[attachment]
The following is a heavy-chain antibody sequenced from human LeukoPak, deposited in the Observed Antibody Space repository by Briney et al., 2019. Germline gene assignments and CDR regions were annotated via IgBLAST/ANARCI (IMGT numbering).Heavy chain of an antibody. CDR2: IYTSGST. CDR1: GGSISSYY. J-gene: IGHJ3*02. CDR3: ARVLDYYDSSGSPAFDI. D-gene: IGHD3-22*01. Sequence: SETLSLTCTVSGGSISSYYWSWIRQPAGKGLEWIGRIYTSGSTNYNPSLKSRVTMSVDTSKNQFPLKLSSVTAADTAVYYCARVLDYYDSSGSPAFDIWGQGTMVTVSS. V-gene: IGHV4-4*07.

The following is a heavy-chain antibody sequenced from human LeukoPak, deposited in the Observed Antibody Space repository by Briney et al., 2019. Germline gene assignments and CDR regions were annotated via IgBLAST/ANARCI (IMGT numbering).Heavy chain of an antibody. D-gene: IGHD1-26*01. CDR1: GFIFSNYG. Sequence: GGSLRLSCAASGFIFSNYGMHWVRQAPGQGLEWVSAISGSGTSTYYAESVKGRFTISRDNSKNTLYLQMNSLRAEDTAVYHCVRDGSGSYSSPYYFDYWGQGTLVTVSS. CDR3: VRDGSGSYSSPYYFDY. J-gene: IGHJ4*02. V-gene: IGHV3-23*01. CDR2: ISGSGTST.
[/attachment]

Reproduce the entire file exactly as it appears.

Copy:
The following is a heavy-chain antibody sequenced from human LeukoPak, deposited in the Observed Antibody Space repository by Briney et al., 2019. Germline gene assignments and CDR regions were annotated via IgBLAST/ANARCI (IMGT numbering).Heavy chain of an antibody. CDR2: IYTSGST. CDR1: GGSISSYY. J-gene: IGHJ3*02. CDR3: ARVLDYYDSSGSPAFDI. D-gene: IGHD3-22*01. Sequence: SETLSLTCTVSGGSISSYYWSWIRQPAGKGLEWIGRIYTSGSTNYNPSLKSRVTMSVDTSKNQFPLKLSSVTAADTAVYYCARVLDYYDSSGSPAFDIWGQGTMVTVSS. V-gene: IGHV4-4*07.

The following is a heavy-chain antibody sequenced from human LeukoPak, deposited in the Observed Antibody Space repository by Briney et al., 2019. Germline gene assignments and CDR regions were annotated via IgBLAST/ANARCI (IMGT numbering).Heavy chain of an antibody. D-gene: IGHD1-26*01. CDR1: GFIFSNYG. Sequence: GGSLRLSCAASGFIFSNYGMHWVRQAPGQGLEWVSAISGSGTSTYYAESVKGRFTISRDNSKNTLYLQMNSLRAEDTAVYHCVRDGSGSYSSPYYFDYWGQGTLVTVSS. CDR3: VRDGSGSYSSPYYFDY. J-gene: IGHJ4*02. V-gene: IGHV3-23*01. CDR2: ISGSGTST.